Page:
They loaded everything onto heavy-duty double-clutch Army trucks, but only a few men knew how to drive them. Because Ferrone had experience driving buses at his father’s company, he was put in charge of training the others and became the designated lead driver. “They’d load up the trucks, and we’d drive them to Liverpool, and they’d unload and put them on ships, and we’d come back and get another load,” Ferrone says.

His next assignment was at Wiesbaden Air Base in Germany. Ferrone was attached to the 47th Liaison Squadron, with approximately 12 L-5s, small planes used by the Army Air Force as their standard liaison aircraft. They were primarily used for short-range officer transport, courier work and artillery spotting, but also as an air ambulance or light cargo transport. As part of the ground maintenance crew, Ferrone repaired the planes as needed.

He then transferred to the Frankfort Air Base, attached to the Supreme Headquarters Allied Expeditionary Force. At the time, the Nuremberg Trials were ongoing. “Every once in a while, we’d get a call that they were going to bring papers over, and we’d fly them to the Nuremberg Trials,” Ferrone says.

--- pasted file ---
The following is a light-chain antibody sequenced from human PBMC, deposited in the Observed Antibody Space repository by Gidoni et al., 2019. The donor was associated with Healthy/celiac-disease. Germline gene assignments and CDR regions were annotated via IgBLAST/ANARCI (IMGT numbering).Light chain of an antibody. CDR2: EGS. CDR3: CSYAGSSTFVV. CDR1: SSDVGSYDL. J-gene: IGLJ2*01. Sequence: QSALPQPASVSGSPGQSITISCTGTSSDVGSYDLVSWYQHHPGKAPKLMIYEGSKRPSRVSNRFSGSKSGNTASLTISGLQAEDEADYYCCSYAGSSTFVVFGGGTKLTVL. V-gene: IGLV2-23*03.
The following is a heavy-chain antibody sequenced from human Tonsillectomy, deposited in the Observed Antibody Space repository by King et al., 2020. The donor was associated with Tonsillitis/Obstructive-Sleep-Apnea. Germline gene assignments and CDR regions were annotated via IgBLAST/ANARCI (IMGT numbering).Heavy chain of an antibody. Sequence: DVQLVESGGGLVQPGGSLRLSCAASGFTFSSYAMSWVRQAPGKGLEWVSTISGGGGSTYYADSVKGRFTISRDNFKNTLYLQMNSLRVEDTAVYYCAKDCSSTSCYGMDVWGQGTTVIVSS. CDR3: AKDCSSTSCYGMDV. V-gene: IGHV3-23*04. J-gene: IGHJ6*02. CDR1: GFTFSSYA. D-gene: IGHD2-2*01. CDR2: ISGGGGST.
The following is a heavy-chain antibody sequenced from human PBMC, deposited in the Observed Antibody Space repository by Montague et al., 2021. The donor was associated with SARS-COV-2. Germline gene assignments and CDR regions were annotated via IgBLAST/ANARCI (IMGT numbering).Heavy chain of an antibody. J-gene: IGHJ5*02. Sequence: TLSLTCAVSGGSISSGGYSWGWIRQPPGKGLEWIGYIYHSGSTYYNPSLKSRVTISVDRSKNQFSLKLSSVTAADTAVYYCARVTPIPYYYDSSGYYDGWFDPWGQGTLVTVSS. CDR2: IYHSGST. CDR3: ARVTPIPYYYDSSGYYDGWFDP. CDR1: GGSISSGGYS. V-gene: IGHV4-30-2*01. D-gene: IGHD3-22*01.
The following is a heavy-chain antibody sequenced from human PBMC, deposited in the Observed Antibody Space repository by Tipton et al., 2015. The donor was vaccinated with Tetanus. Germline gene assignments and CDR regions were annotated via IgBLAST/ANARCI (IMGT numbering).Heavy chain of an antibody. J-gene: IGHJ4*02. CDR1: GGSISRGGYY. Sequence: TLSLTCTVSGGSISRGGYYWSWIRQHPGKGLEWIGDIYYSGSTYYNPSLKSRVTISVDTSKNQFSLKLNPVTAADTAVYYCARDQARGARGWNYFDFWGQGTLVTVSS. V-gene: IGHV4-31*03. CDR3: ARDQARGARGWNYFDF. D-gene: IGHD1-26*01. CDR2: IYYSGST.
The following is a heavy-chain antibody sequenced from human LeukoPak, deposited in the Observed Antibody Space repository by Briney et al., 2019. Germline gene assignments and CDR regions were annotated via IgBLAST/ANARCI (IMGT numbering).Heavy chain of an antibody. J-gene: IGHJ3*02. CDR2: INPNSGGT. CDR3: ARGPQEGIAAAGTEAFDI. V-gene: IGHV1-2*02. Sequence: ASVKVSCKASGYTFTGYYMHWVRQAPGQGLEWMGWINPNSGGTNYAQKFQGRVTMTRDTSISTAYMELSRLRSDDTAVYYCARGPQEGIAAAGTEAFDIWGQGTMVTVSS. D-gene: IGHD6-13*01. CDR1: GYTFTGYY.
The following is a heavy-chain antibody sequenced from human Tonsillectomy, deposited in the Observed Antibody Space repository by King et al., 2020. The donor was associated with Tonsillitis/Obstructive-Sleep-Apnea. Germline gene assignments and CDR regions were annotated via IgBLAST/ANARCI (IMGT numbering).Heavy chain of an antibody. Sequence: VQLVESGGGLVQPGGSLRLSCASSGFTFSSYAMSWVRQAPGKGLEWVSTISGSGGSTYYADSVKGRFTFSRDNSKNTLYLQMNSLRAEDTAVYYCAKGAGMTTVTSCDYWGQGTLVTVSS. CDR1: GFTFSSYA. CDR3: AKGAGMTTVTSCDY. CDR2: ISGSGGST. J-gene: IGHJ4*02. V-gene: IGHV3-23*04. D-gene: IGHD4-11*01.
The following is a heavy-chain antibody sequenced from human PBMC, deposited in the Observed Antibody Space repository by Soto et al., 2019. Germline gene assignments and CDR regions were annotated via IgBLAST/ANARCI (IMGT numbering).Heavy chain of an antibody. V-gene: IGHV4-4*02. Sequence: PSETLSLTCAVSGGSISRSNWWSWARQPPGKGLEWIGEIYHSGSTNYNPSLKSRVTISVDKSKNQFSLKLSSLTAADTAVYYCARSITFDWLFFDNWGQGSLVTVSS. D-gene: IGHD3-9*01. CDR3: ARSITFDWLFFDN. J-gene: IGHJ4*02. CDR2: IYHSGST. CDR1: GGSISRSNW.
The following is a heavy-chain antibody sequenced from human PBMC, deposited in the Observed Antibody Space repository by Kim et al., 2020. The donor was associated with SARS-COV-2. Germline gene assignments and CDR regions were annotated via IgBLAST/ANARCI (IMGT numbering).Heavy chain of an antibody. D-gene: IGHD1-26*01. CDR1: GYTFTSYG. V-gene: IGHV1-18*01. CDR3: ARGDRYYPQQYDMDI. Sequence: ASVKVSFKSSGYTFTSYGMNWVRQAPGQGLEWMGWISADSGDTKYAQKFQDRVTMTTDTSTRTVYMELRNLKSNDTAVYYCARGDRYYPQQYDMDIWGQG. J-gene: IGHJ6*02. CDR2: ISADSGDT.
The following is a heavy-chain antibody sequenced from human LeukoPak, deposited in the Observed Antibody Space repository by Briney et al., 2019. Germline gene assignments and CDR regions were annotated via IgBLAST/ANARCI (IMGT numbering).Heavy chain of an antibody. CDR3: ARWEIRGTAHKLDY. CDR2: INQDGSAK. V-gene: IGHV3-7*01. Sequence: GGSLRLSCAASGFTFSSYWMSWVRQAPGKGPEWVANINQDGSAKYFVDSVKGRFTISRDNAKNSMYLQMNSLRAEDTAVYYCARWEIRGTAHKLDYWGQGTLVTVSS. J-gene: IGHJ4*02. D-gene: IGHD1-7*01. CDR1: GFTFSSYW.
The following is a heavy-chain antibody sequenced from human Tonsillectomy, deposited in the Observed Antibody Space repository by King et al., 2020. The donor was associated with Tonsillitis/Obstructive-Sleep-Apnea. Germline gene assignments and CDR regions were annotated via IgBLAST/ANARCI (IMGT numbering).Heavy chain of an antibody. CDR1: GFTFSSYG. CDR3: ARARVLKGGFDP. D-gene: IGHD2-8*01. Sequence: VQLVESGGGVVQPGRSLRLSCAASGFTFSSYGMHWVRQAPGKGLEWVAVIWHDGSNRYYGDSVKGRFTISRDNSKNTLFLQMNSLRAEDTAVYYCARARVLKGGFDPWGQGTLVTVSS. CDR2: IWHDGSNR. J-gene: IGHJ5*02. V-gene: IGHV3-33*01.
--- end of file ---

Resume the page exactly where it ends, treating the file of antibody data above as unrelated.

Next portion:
Much of Frankfort was destroyed during the war. Many buildings lay in ruins, and others were partially standing. “Every morning when we’d go down the streets, people would be coming out of the buildings,” Ferrone says. “That’s where they lived.” The Army hired the displaced persons to cook, clean, sew, etc. “The only ones that had a real comfortable life were the ones that were authorized by the Army to work for them,” says Ferrone. Payment would be made in candy bars, cigarettes, soap or whatever they might ask for. “These items were then traded for food, milk or clothing for their families,” Ferrone says.

Cpl. Ferrone returned to Chicago in November 1946, was discharged and drove for his father’s business, the Chicago Sightseeing Company, eventually retiring as CEO and president. He and his wife, Kay Hooper, have two children and three grandchildren. Ferrone also has a son from a previous marriage.